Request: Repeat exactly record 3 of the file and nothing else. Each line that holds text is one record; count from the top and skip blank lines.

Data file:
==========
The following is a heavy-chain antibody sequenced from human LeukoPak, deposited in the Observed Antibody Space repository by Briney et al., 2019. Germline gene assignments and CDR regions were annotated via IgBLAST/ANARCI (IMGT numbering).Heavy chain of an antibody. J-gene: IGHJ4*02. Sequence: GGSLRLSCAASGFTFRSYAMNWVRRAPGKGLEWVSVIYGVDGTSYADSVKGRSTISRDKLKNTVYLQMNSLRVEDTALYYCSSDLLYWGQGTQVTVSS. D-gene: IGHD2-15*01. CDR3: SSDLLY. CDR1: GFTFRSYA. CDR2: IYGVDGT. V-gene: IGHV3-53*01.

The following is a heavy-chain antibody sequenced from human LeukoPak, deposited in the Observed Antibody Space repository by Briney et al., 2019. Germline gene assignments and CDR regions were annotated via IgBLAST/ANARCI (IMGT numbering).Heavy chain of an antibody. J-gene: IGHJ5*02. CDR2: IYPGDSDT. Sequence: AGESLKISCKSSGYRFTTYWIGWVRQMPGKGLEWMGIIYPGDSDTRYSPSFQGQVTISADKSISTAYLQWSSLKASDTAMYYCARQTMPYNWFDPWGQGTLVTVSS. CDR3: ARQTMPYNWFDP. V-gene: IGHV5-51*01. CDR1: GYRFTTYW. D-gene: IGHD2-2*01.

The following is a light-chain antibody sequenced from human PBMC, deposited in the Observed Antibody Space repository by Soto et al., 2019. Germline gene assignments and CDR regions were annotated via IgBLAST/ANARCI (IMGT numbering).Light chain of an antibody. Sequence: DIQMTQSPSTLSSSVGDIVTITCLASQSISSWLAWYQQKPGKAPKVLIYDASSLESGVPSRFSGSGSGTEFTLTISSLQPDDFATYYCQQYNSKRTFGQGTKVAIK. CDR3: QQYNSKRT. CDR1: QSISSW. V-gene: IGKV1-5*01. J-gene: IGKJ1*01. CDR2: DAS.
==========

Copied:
The following is a light-chain antibody sequenced from human PBMC, deposited in the Observed Antibody Space repository by Soto et al., 2019. Germline gene assignments and CDR regions were annotated via IgBLAST/ANARCI (IMGT numbering).Light chain of an antibody. Sequence: DIQMTQSPSTLSSSVGDIVTITCLASQSISSWLAWYQQKPGKAPKVLIYDASSLESGVPSRFSGSGSGTEFTLTISSLQPDDFATYYCQQYNSKRTFGQGTKVAIK. CDR3: QQYNSKRT. CDR1: QSISSW. V-gene: IGKV1-5*01. J-gene: IGKJ1*01. CDR2: DAS.